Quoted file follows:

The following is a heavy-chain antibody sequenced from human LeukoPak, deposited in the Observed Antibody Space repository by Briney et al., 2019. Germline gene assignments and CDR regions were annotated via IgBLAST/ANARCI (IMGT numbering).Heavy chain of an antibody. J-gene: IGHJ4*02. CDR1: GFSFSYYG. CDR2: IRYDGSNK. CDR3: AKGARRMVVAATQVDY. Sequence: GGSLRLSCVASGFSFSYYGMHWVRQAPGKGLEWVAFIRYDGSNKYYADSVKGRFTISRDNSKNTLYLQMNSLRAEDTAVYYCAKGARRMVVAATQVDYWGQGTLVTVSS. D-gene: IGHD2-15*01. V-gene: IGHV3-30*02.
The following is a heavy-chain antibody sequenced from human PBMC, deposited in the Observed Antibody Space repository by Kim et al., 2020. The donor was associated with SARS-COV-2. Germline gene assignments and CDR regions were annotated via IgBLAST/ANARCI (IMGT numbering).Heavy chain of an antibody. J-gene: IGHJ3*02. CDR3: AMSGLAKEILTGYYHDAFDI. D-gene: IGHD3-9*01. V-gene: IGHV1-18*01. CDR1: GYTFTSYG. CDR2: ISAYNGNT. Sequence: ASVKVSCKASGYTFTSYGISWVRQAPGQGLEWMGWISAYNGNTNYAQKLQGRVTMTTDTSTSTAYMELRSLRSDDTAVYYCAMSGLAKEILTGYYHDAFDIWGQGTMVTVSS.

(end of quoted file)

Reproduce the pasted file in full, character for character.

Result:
The following is a heavy-chain antibody sequenced from human LeukoPak, deposited in the Observed Antibody Space repository by Briney et al., 2019. Germline gene assignments and CDR regions were annotated via IgBLAST/ANARCI (IMGT numbering).Heavy chain of an antibody. J-gene: IGHJ4*02. CDR1: GFSFSYYG. CDR2: IRYDGSNK. CDR3: AKGARRMVVAATQVDY. Sequence: GGSLRLSCVASGFSFSYYGMHWVRQAPGKGLEWVAFIRYDGSNKYYADSVKGRFTISRDNSKNTLYLQMNSLRAEDTAVYYCAKGARRMVVAATQVDYWGQGTLVTVSS. D-gene: IGHD2-15*01. V-gene: IGHV3-30*02.
The following is a heavy-chain antibody sequenced from human PBMC, deposited in the Observed Antibody Space repository by Kim et al., 2020. The donor was associated with SARS-COV-2. Germline gene assignments and CDR regions were annotated via IgBLAST/ANARCI (IMGT numbering).Heavy chain of an antibody. J-gene: IGHJ3*02. CDR3: AMSGLAKEILTGYYHDAFDI. D-gene: IGHD3-9*01. V-gene: IGHV1-18*01. CDR1: GYTFTSYG. CDR2: ISAYNGNT. Sequence: ASVKVSCKASGYTFTSYGISWVRQAPGQGLEWMGWISAYNGNTNYAQKLQGRVTMTTDTSTSTAYMELRSLRSDDTAVYYCAMSGLAKEILTGYYHDAFDIWGQGTMVTVSS.